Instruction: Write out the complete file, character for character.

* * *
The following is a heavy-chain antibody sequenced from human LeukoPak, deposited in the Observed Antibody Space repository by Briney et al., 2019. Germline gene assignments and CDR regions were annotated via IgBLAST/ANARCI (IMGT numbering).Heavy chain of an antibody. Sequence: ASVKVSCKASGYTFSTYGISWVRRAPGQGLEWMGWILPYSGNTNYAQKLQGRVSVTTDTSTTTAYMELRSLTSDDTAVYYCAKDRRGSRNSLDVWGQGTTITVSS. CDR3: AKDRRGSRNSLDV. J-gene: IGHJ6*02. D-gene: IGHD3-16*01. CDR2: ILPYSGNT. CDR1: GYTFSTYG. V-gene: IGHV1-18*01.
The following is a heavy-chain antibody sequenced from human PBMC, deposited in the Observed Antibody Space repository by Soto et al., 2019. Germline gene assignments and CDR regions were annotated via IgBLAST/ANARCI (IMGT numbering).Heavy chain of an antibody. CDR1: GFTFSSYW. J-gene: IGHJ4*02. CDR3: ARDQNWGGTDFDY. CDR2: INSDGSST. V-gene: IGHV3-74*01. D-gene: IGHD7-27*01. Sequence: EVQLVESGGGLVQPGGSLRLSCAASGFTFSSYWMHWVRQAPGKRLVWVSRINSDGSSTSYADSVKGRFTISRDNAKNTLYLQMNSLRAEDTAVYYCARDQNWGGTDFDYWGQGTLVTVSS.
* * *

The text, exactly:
The following is a heavy-chain antibody sequenced from human LeukoPak, deposited in the Observed Antibody Space repository by Briney et al., 2019. Germline gene assignments and CDR regions were annotated via IgBLAST/ANARCI (IMGT numbering).Heavy chain of an antibody. Sequence: ASVKVSCKASGYTFSTYGISWVRRAPGQGLEWMGWILPYSGNTNYAQKLQGRVSVTTDTSTTTAYMELRSLTSDDTAVYYCAKDRRGSRNSLDVWGQGTTITVSS. CDR3: AKDRRGSRNSLDV. J-gene: IGHJ6*02. D-gene: IGHD3-16*01. CDR2: ILPYSGNT. CDR1: GYTFSTYG. V-gene: IGHV1-18*01.
The following is a heavy-chain antibody sequenced from human PBMC, deposited in the Observed Antibody Space repository by Soto et al., 2019. Germline gene assignments and CDR regions were annotated via IgBLAST/ANARCI (IMGT numbering).Heavy chain of an antibody. CDR1: GFTFSSYW. J-gene: IGHJ4*02. CDR3: ARDQNWGGTDFDY. CDR2: INSDGSST. V-gene: IGHV3-74*01. D-gene: IGHD7-27*01. Sequence: EVQLVESGGGLVQPGGSLRLSCAASGFTFSSYWMHWVRQAPGKRLVWVSRINSDGSSTSYADSVKGRFTISRDNAKNTLYLQMNSLRAEDTAVYYCARDQNWGGTDFDYWGQGTLVTVSS.